KULUNDA – How to prevent the next »Global Dust Bowl«? Ecological and economic strategies for sustainable land management in the Russian steppes: A potential solution to climate change.

The Kulunda Steppe in the Soviet Union was once highly valued for arable farming. With the collapse of the multinational state in the 1990s, large areas of the land fell into disuse. This situation has to be changed. A joint German-Russian research project seeks to ensure that land-use change develops as sustainably as possible.

The Kulunda Steppe in the Altai region of southwest Siberia was once regarded as one of the granaries from which the Soviet Union hoped to provide enough food for its population. In the so-called Virgin Lands Campaign of the 1950s and 60s, Soviet leader Nikita Khrushchev had vast amount of steppe and grassland area converted into farmland, predominately for cereal cultivation. After the collapse of the Soviet Union at the beginning of the 1990s, large areas of this farmland were left fallow. 20 years after the transition, the region is still undergoing changes. »After the independence of the Ukraine and Kazakhstan«, says Professor of Geography Manfred Frühauf from Halle-Wittenberg University, »Russia has had to rely on its cereal producing regions to ensure the food supply. The Kulunda Steppe is therefore of a particular importance«. The government of the Altai region has therefore pledged to double cereal production in this agricultural area by 2025.
The effects of this land-use change are being investigated by the joint German-Russian research project KULUNDA in eleven sub-projects. The German Federal Ministry of Education and Research provides a total of 3.2 million Euros funding for the project, up to year 2016. Geo-ecologist Frühauf is the project leader and speaker for the German-Russian research consortium of 16 universities, non-university research institutions and enterprises. The scientists’ fundamental objectives are to develop land-use strategies which stop or at least minimize soil degradation processes and which also stabilise and increase crop yields at the same time. In addition, the project aims to support sustainable land use, rural and regional development to better withstand climate change challenges.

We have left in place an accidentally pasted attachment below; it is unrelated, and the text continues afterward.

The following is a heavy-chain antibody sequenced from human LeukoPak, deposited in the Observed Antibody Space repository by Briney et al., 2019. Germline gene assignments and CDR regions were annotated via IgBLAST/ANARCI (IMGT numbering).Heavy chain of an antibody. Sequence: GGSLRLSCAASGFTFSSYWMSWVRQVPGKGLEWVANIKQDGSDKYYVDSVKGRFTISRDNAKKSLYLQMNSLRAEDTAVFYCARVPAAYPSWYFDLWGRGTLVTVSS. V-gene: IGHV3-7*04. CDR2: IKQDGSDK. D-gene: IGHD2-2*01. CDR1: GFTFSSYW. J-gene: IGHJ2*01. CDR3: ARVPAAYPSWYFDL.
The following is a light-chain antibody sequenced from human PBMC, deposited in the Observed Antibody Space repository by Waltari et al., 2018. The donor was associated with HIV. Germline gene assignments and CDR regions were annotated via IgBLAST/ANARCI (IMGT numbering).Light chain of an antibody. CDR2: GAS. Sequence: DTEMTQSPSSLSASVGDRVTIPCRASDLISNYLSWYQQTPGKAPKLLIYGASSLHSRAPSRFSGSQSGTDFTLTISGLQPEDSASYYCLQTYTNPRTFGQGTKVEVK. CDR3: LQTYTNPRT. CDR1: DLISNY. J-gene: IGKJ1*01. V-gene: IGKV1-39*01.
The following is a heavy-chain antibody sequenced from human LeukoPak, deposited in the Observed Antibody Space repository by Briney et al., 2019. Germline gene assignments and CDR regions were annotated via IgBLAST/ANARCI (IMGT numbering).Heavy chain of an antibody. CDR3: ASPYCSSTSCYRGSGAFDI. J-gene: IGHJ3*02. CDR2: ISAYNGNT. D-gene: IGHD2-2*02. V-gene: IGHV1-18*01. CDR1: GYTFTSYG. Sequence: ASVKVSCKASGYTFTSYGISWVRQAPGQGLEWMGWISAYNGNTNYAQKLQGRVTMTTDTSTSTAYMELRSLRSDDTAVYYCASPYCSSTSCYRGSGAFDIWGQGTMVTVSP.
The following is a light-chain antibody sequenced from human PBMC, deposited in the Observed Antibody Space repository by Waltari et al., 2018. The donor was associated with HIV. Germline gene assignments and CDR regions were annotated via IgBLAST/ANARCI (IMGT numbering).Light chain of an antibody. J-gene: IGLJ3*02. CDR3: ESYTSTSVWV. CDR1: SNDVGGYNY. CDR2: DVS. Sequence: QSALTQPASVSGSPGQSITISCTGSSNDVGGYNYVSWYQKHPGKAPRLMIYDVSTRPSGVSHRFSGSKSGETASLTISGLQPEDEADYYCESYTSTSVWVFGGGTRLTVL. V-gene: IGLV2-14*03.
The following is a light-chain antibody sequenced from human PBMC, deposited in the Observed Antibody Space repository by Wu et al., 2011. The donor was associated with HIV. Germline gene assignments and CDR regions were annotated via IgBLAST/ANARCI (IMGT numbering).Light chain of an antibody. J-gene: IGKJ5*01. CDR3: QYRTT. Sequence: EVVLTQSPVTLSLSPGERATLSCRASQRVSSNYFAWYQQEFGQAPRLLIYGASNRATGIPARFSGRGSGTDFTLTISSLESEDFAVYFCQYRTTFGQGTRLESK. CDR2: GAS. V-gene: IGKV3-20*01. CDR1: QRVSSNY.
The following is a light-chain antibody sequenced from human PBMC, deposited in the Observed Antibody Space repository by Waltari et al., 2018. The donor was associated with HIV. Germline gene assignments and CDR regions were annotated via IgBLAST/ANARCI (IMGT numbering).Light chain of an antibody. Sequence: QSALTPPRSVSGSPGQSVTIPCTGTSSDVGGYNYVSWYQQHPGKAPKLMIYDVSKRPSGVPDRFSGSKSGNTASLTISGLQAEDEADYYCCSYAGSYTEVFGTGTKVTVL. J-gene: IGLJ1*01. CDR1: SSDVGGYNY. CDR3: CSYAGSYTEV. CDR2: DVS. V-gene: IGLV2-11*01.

To achieve this, the scientists are analysing soil and vegetation degradation in the Kulunda Steppe attempting to minimize the deficiencies of global models to assess the carbon balance and thus the greenhouse effect on these arable steppes. In addition, they attempt to analyse the economic and social effects of the land use.
The scientists are concentrating on finding the best ways of shaping agricultural land use for future viability and restoring the disturbed ecosystems to optimum functionality at the same time. Particular focus is on the region’s fertile black soil: this type of soil with its thick humic horizon once provided the basis for the flourishing cereal cultivation in the temperate grasslands of the Altai region. But the decades of arable land farming using the methods poorly suited to the local conditions led to the serious soil damage – so not only yields were declining but the soils were also becoming more vulnerable to degradation.

No new dust bowl

Because the State farms cultivated the land too intensively and too monotonously over a big area, surface water and winds eroded the soils. In many places their humus content decreased by up to 50 percent. This greatly diminished the soil’s capacity to store water, carbon dioxide and nutrients. The scientists have pledged to prevent the West Siberian plains from turning into a second »global dust bowl«, as it was seen in the US Midwest in the first half of the 20th century. The great plains were struck by devastating dust storms in the 1930s after the farmers turned a vast amount of the prairies to cereal cultivation, thereby exposing the soil to serious erosion.
Consequently hundreds of thousands of people were forced to abandon their homes and farmsteads and move away. »In the Kulunda Steppe«, says a geoecologist of Halle-Wittenberg University Dr. Gerd Schmidt, »we want to investigate the effects of land-use and climate change on the black and chestnut-brown soils prevalent in the region«.

Within the KULUNDA project several datasets about climate change and agriculture have been collected and will be created. An overview of the resulting datasets can be reviewed in the application below.

Further information

Detailled information are available on the project website:
The KULUNDA science portait and a short project description is available on the
Sustainable Land Management Website.
Detailled information about LUCCi datasets and web services are available in the
GLUES metadata catalog.